Darrin Taylor, chairman of the Activate Safety Task Force, presents the 40 recommendations to Vernon council Monday, where residents and business owners packed city hall. (Jennifer Smith/Morning Star)

Force puts Vernon to task to tackle safety

Activate Safety Task Force makes recommendations to council

“The people of Vernon have waited long enough, it’s time for action.”

The words from the Activate Safety Task Force chairman Darrin Taylor summed up the sense of urgency behind the recommendations made to city council Monday afternoon.

Taylor presented the eight key areas which the force outlines in its final report, including 40 recommendations, alongside a packed council chamber. Homelessness, poverty, addiction and criminal behaviour have created issues for the local business community, which is what the force has sought to address in the following areas:

1. Enforcement

2. Drug use and prevention

3. Improperly discarded needles

4. Litter and urban decay

5. Defecation in public areas

6. Shopping carts

7. Graffiti

8. The relationship between social service providers and neighbouring businesses

See related: Vernon Activate Safety Task Force to present recommendations

Among the many suggestions, Taylor urged council to adopt a policy that Vernon will not stand for open drug use and crime.

“The city of Penticton is battling a similar issue and administration has stepped up with zero tolerance,” he said. “Setting the tone could possibly happen in short order. Currently, it sounds like Penticton has that in order.”

Specific issues include Interior Health’s plans for a safe injection site in Vernon.

“The unspoken fear is that those sites will open without any notice,” said Taylor, specifically for those living nearby.

The abundance of needles being found around town prompted the need for drop-off containers, which Interior Health has access to. The force was told that funding is available for two of such containers and Taylor urged council to match those two containers.

“Even four doesn’t sound like enough.”

A bounty could also be implemented — five cents for each needle turned in.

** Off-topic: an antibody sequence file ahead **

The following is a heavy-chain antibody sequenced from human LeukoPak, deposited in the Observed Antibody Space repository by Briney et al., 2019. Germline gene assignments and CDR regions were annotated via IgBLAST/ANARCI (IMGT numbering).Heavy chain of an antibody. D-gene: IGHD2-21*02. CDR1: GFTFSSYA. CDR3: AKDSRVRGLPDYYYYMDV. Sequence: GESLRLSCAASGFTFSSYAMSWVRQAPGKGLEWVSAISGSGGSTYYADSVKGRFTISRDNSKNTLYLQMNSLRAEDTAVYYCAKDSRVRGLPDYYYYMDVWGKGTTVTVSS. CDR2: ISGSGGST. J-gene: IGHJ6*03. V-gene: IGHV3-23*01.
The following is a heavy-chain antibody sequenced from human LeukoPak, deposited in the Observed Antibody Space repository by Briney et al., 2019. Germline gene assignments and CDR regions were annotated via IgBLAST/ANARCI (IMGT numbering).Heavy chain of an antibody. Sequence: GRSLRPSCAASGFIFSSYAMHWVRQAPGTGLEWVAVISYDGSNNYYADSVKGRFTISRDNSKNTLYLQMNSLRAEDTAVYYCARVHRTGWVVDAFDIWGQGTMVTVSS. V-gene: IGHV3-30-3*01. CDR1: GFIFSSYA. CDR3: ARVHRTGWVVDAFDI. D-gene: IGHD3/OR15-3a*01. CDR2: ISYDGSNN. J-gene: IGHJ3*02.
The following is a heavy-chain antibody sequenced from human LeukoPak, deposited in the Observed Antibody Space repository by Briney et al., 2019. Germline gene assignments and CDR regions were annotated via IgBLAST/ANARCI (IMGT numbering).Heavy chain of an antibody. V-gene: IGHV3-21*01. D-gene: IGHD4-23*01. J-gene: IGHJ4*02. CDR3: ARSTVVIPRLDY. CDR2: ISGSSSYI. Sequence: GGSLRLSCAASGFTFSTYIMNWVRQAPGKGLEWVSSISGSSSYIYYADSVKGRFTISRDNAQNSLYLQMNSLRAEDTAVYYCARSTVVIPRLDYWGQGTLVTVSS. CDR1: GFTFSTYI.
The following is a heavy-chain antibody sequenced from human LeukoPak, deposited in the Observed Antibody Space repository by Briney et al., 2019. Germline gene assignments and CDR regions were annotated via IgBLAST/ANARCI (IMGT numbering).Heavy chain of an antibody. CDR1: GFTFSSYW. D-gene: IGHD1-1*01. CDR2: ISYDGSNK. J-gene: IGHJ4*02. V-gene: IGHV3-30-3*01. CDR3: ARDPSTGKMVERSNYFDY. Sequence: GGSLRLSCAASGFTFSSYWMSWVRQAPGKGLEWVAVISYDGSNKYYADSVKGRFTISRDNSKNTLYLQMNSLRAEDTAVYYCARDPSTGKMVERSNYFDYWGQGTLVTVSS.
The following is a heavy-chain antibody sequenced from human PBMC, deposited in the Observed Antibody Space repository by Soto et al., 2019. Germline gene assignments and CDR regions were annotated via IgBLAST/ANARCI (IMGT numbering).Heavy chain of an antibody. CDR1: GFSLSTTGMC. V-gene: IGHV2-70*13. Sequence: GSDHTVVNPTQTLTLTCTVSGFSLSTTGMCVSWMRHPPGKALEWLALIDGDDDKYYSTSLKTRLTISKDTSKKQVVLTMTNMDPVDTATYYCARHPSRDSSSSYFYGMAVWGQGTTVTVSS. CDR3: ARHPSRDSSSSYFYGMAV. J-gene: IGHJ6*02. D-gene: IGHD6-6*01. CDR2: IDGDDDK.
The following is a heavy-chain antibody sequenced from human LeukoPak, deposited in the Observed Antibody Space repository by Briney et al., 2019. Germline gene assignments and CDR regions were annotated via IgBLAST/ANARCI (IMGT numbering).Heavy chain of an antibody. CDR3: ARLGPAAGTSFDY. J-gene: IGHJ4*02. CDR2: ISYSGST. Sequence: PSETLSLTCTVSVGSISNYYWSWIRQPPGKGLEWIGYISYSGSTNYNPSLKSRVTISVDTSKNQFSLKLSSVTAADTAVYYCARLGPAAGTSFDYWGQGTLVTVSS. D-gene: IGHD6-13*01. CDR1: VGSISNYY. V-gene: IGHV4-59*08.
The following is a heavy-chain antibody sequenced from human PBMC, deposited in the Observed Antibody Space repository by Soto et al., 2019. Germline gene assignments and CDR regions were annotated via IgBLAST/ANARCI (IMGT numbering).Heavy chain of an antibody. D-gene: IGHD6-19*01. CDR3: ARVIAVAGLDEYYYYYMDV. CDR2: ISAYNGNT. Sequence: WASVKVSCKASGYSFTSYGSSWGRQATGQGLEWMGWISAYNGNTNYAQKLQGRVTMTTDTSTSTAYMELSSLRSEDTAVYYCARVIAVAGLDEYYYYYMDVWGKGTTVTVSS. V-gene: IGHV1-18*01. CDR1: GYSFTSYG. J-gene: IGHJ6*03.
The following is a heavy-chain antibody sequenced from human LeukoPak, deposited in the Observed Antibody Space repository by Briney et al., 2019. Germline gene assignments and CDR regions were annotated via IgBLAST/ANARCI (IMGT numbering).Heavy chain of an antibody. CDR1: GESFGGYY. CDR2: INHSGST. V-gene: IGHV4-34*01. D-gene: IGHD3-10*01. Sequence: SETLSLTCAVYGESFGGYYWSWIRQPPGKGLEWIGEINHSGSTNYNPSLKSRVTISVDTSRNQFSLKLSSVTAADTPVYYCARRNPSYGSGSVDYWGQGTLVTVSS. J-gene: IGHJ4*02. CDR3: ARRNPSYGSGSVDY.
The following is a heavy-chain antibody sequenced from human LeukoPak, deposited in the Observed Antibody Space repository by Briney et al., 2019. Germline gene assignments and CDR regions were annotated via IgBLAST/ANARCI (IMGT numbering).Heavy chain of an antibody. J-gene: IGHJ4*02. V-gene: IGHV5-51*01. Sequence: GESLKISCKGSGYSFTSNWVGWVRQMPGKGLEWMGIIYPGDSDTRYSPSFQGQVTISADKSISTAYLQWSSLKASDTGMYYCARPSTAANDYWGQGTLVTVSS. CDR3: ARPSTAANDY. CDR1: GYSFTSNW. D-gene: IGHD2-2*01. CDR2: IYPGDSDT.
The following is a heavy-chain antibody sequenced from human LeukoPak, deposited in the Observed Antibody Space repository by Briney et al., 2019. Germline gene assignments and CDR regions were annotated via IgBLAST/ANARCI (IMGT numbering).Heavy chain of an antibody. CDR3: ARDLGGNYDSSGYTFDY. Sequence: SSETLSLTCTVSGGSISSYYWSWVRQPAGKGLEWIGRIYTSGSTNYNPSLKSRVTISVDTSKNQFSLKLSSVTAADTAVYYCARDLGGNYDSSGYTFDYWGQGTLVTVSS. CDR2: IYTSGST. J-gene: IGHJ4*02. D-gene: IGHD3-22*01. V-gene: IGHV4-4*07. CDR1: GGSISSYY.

“Kamloops actually had such a program implemented two weeks ago,” said Taylor. “This program in the first eight days collected 6,000 needles.”

Other garbage strewn about town has led to urban decay.

“It’s not a new problem but it’s a problem that’s gotten worse,” Taylor said.

Suggestions include a change in garbage pickup times so that businesses don’t have to leave garbage out at night for early morning pickups.

Another mess — defecation and urination — needs to be addressed with facilities in the core area, said Taylor, adding that it could be funded from the 1.99 per cent infrastructure levy.

Shopping carts also litter the area, which the force suggests businesses can help combat by ensuring they all have theft-deterrent devices and that those being discarded are not accessible.

The city was also asked to facilitate mediation between social service providers and surrounding businesses/residents that are strained by the impact of these issues.

With the urgency to deal with the situation, several Vernon councillors agreed that many of these items could be acted on immediately.

“It’s not going to be easy implementing these as a lot of costs are associated,” said Coun. Catherine Lord. “But there are some really low-hanging things on here that can be implemented quickly.”

Coun. Brian Quiring requested that staff bring a report back to the next council meeting.

While he admitted that “we can always do a better job,” Quiring noted that the same situation is a lot worse in other communities.

“We know we have a problem. The reason the problem isn’t worse is the service providers, RCMP and bylaw are doing their job,” said Quiring.

Taylor agrees that Vernon is doing a terrific job, but more is needed.

“Do we stand back and say ‘every community has these problems, we’re doing lots, it could be worse?’”

“I’m hopeful we can do better. We can love the individual and we can hate the behaviour.”

Coun. Dalvir Nahal asked Taylor, an addictions specialist: “Is there something that we’re missing?”

The short answer, according to Taylor, is yes, due to the lack of immediate, long-term treatment that is not available for addicts.

“We’re dropping the ball on helping those patients get well.”

Coun. Juliette Cunningham defends that there are plans in place thanks address the issue of homelessness and housing.

“Really, until you can get a roof over someone’s head and deal with these issues, it’s going to be very challenging.”


@VernonNews
jennifer@vernonmorningstar.com

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Activate Safety Task Force recommendations by Lenny Smith on Scribd

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